You are smart and you already know most of the key points I’m going to teach you about shrinking fat but it never hurts to be reminded! The foremost is this: get moving! If you want to burn fat, you must move your body BUT you must also eat the right balance of foods, let me explain…
The only place your body burns fat is in your muscles, so you must move and strengthen your muscles. Otherwise it would be like having a car in the garage that burns fat instead of petrol. If you never take it out of the garage, or only do short journeys, it burns very little fat, despite its potential! Essentially, there are two types of exercise – aerobic ‘with oxygen’ and anaerobic which is the ONLY system that burns fat.
Fat cannot be burnt on its own, which is a shame because otherwise you could just get up in the morning, go for a 10-hour walk and come home at the end of the day a stone lighter! Our bodies can’t burn fat without oxygen and glucose.
Your aerobic capacity is entirely dependent on the ability of your cardiovascular system to pump oxygen around the body. If you have a weak heart and circulation system, your ability to exercise is restricted because you can’t get the oxygen you need delivered to your muscles to move them.
Glucose is used by every cell, all the time. It’s the primary source of energy for everyday functions. Your brain, in particular, has a dominant need for glucose, and if levels within your body drop too low, you have a special in-built survival mechanism that literally breaks down your muscle tissue and converts it into glucose (producing ketones) to meet the brain’s need for fuel. Critically, you do not need oxygen or anything else to burn glucose for energy.
Many diets (high-protein, low-carb based diets in particular) use this theory to achieve weight loss, i.e. restricting glucose supply so that, instead, you use fat to meet your energy needs, when in fact you cannot burn fat without glucose.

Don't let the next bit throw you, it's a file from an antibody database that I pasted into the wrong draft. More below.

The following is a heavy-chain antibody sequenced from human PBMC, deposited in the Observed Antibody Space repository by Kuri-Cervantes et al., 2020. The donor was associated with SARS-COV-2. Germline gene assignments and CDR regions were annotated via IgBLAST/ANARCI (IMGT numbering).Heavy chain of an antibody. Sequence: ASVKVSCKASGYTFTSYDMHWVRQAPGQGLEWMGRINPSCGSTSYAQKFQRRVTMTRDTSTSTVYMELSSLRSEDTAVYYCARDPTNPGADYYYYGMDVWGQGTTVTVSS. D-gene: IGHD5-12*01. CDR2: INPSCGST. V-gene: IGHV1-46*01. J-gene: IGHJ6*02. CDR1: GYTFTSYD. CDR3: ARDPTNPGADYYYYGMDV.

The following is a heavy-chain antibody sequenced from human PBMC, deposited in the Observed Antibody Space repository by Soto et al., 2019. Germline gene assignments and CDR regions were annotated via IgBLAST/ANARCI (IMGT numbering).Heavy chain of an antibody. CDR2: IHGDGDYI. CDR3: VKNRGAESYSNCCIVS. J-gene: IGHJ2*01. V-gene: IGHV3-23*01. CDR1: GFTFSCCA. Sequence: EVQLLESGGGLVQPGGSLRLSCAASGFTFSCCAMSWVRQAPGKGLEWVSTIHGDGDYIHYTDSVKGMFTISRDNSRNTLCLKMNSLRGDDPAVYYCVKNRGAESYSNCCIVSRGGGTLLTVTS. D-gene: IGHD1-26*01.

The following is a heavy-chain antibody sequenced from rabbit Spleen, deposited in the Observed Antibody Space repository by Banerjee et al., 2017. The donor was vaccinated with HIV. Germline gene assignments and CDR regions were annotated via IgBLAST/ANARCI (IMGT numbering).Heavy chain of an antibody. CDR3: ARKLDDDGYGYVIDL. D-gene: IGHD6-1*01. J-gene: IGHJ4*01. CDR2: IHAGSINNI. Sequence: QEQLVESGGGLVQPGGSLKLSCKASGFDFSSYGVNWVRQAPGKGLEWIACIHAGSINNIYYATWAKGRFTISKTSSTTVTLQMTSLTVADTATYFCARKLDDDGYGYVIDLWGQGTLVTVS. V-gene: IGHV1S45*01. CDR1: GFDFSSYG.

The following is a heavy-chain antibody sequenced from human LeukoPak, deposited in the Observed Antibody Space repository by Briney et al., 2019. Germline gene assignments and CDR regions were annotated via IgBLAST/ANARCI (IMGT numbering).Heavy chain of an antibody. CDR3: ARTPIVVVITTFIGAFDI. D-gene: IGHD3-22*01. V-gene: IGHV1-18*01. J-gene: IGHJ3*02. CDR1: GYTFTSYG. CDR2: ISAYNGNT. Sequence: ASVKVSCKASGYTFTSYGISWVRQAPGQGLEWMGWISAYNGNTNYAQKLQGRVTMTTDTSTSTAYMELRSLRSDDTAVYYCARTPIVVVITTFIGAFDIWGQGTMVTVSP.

Another function of glucose is to enable us to store water within our cells, the combined fluid and muscle loss can be quite drastic on the scales, but in reality, you end up with a higher percentage of body fat even though you weigh less. You are lighter, but flabbier. When glucose levels drop too low you compensate by metabolizing your own muscle, or lean body mass (LBM). When you go back to ‘normal’ eating, you cannot physically burn as many calories as you did before because your LBM determines your metabolic rate – less LBM means a lower metabolic rate, so you not only regain any weight lost (usually as more fat), but gain extra fat as well.
The answer is not to have so much glucose that you don’t need to burn fat, but not too little that you need to cannibalize your muscle tissue to make up the deficit. It’s all about balance. A diet too high in protein and too low in carbs can also disrupt the body’s natural balance, including its pH levels, which can lead to osteoporosis, kidney damage, heart disease and many other serious health consequences. Protein is important, essential in fact, but in the right quantities.
With the right amount of glucose in your bloodstream, every time you move your muscles, you are burning some fat; you are also burning some fat at rest, and even at night and every time you exercise, the hormones and enzymes that release and burn fat become more efficient. The growth and repair of your muscle tissue – which occurs overnight during restful sleep – builds healthier, stronger muscles – increasing your lean body mass (LBM). This enables you to burn more fat every day, even when you are not exercising.
Getting the balance of nutrients right is what forms the basis of my colour-code system and you can be confident that all the calculations have been done for you. If you choose the right number of foods from the right colour groups, you will be nourishing your body, helping to balance your hormones, and enhancing your fat-burning capabilities.